Professors+from+a+wide+range+of+disciplines+incorporate+the+upcoming+presidential+election+into+their+course+material.+BENJY+RENTON

Professors from a wide range of disciplines incorporate the upcoming presidential election into their course material. BENJY RENTON

Drawing near, 2020 election permeates classrooms across disciplines

Professors from a wide range of disciplines incorporate the upcoming presidential election into their course material. BENJY RENTON

In races as divisive as those in the 2020 general election, professors are faced with deciding whether to broach the topic in the classroom. 

This year in particular, the question extends to nearly every academic department. “I think that it is often a pedagogical strategy to think of your course material in the context of what is going on in the world… So if it means talking about the election, then I talk about the election,” said Professor of Sociology Jamie McCallum, who is currently teaching a first year seminar called “U.S. American Left.”

McCallum explained that in the classroom, there is no non-political way to broach the topic. “On one hand, you don’t want to make the lecture into a pulpit. At the same time, I think it’s important to be clear about where you’re coming from,” he said. He explained that some professors may choose not to discuss politics in class, and while he believes that to be a valid approach, it is nonetheless a political stance.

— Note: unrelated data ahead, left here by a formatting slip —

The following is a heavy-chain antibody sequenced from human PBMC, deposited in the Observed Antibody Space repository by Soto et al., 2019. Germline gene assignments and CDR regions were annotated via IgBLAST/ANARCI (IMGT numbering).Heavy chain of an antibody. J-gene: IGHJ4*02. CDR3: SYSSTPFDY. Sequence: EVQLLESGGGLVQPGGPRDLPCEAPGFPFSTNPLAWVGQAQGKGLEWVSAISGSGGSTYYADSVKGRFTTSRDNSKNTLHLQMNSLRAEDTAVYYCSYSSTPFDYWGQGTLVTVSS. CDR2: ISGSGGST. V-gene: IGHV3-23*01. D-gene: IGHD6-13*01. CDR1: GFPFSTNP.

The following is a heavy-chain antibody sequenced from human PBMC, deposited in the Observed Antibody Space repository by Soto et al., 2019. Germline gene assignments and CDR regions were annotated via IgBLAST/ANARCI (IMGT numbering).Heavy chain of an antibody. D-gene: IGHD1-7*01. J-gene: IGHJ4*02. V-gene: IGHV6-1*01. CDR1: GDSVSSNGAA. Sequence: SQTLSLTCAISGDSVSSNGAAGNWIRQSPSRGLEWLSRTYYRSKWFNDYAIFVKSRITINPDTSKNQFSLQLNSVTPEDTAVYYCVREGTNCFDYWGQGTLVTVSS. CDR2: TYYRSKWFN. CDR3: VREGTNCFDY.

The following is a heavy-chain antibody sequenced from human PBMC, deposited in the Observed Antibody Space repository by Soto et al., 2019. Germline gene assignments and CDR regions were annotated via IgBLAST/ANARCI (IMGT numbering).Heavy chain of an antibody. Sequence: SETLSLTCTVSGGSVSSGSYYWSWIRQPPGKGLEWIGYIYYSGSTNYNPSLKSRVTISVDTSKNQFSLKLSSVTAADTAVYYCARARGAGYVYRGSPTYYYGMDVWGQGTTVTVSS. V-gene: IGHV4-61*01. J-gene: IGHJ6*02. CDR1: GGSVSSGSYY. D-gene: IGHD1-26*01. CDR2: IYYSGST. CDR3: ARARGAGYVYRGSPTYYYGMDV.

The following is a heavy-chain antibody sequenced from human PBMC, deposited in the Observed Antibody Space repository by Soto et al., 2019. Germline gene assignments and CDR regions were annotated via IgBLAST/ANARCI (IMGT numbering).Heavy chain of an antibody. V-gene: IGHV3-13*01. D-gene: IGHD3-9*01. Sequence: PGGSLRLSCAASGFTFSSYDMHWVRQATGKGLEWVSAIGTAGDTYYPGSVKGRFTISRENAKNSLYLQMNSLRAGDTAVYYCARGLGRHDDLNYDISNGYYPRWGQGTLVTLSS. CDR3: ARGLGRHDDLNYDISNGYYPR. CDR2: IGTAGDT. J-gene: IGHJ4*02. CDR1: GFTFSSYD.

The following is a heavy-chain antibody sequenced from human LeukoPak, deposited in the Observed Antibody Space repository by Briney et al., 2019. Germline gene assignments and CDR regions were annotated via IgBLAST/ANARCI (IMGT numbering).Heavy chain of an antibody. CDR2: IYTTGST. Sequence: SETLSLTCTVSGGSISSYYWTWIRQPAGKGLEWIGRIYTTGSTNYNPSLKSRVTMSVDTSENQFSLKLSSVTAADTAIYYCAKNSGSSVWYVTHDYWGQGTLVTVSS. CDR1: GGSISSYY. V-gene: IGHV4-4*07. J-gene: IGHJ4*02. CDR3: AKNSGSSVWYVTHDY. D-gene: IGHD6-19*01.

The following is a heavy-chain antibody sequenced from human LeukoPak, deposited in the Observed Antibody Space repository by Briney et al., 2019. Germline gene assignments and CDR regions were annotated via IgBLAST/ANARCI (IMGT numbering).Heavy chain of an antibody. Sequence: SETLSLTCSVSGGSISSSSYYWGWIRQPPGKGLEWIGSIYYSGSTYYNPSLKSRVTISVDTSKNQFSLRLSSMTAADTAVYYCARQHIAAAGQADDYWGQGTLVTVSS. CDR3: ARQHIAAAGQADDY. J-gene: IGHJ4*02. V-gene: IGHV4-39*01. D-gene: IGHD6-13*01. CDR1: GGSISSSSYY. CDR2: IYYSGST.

In humanities classrooms across campus, political discussions are an expected part of the package. “I address the election insofar as the various policy positions on each ticket intersect with themes raised in the class,” Professor of History Amit Prakash said. He explained that the past can — and must — be used to understand our experiences in the present. “Otherwise it’s just antiquarianism,” he said.

Jennifer Wang, a professor of English and American literatures, found elections to be equally pertinent in her courses. “Given the nature of what I teach, literature and literary study, I don’t believe I could keep politics — topical, electoral, and otherwise — out of my classroom,” Wang told The Campus. “It’s really not about me, it’s about [my students].”

Meanwhile, in the Department of Film and Media Culture, Professor Jason Mittell takes a different tack. In his current course, he has spent time discussing the connection between television and democracy, as well as campaign ads and the mainstream media. “I acknowledge my positions and beliefs but make it very clear that students will never be evaluated on whether they agree with me or not,” Mittell said. 

In his economic statistics class, Professor of Economics Akhil Rao finds that discussing the election allows him to touch on relevant topics like racial inequality, income inequality and public sentiment on climate change, although he does not believe that strictly addressing the election is necessary for his class. “I don’t want to go too far afield from the important economic issues at stake,” he said.

For Mittell and many other professors, these conversations are not about disseminating ideology but rather acknowledging the effects of politics on their subjects. “I encourage them to argue for their own positions based on information and analysis,” Mittell said.

Professor Jason Mittell is The Campus’ faculty adviser. He is married to Vermont State Senator Ruth Hardy.